Small-cap growth stocks posted gains in the fourth quarter but underperformed their large-cap peers. Despite the gains, the markets remained jittery, partially reflecting the persistent weakness in the natural resources and industrials sectors. The valuations in the small-cap universe, albeit slightly lower than earlier in the year, were still high at year-end. The economic recovery has been progressing at a steady pace, and the Federal Reserve finally started the monetary tightening cycle on December 16 by raising the fed funds target rate range to 0.25% to 0.50%; it had been 0.00% to 0.25% since December 2008.
The Diversified Small-Cap Growth Fund returned 4.50% in the quarter compared with 3.04% for the MSCI US Small Cap Growth Index and 3.51% for the Lipper Small-Cap Growth Funds Index. For the 12 months ended December 31, 2015, the fund returned 2.33% versus −3.05% for the MSCI US Small Cap Growth Index and −1.15% for the Lipper Small-Cap Growth Funds Index. The fund's average annual total returns were 2.33%, 13.02%, and 9.36% for the 1-, 5-, and 10-year periods, respectively, as of December 31, 2015. The fund's expense ratio was 0.85% as of its fiscal year ended December 31, 2014.
For up-to-date standardized total returns, including the most recent month-end performance, please click on the Performance tab, above.
Current performance may be lower or higher than the quoted past performance, which cannot guarantee future results.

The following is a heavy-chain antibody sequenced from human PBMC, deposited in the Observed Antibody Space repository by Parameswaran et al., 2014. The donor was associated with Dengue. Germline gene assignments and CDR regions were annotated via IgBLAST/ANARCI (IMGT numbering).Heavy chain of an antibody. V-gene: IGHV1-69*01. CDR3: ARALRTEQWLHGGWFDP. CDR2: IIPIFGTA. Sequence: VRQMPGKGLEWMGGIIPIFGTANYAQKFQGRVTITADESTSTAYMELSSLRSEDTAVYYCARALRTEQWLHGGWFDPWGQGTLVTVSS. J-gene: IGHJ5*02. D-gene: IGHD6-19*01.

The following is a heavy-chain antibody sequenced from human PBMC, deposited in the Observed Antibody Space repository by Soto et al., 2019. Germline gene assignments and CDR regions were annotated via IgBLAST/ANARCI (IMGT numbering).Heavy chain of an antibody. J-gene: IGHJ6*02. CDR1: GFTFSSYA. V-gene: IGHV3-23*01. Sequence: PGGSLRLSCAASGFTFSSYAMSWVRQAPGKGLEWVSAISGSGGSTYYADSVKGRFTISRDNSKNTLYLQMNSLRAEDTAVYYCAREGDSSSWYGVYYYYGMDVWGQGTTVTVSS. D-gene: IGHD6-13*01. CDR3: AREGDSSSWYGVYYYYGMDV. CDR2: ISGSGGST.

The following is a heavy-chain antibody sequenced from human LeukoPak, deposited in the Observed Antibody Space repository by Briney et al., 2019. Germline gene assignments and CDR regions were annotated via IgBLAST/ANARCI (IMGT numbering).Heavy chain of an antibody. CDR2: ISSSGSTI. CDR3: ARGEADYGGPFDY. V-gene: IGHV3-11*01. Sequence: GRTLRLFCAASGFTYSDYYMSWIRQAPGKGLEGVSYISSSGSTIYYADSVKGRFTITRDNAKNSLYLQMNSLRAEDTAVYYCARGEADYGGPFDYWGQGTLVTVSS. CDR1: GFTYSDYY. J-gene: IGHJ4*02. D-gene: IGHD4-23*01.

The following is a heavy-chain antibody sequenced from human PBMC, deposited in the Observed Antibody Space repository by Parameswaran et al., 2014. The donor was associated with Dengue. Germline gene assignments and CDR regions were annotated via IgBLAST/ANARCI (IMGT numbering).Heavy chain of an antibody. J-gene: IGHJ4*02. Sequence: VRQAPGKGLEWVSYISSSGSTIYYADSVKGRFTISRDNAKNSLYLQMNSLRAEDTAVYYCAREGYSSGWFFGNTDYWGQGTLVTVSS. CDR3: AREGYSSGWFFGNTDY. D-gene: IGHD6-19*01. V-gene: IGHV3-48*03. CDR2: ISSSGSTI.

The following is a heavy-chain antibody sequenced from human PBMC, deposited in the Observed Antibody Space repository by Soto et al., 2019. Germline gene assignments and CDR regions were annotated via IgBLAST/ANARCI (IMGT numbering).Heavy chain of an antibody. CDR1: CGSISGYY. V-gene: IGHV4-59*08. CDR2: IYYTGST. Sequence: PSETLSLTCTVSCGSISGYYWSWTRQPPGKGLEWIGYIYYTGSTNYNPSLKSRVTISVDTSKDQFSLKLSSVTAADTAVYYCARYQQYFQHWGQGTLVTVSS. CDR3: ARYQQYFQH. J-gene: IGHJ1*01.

Share price, principal value, and return will vary and you may have a gain or loss when you sell your shares.
The Diversified Small-Cap Growth Fund charges a 1%
redemption fee on shares held 90 days or less.
The performance information shown does not reflect the deduction of the redemption fee;
if it did, the performance would be lower.
Good stock selection in several sectors, especially health care, helped fund performance versus the MSCI US Small Cap Growth Index. Sector allocations had very little impact on relative performance because they are similar to those of the benchmark. We believe having neutral sector weights versus our benchmark helps us avoid risks due to large moves in any one sector. While stock selection is based on a quantitative model, we also take into consideration T. Rowe Price's fundamental equity research and macroeconomic conditions.
The Fed is likely to raise rates a few times in 2016. However, the continuing softness of the global economy and the weakness in many emerging markets could lead to a slower pace of tightening than earlier expectations. Continued low interest rates would be supportive of economic and corporate fundamentals and could encourage capital markets activity, especially mergers and acquisitions. Falling oil prices are good for consumers and many businesses, but the stress they create in the oil and commodity segments of the market is likely to lead to production shutdowns before global demand and supply come into balance. Low oil prices also hurt many industrial firms that sell products to the energy sector. In any event, we continue to favor high-quality stocks of companies that generate good cash flows and are judicious in deploying capital. We believe that such companies will distinguish themselves over time with superior performance relative to lower-quality businesses.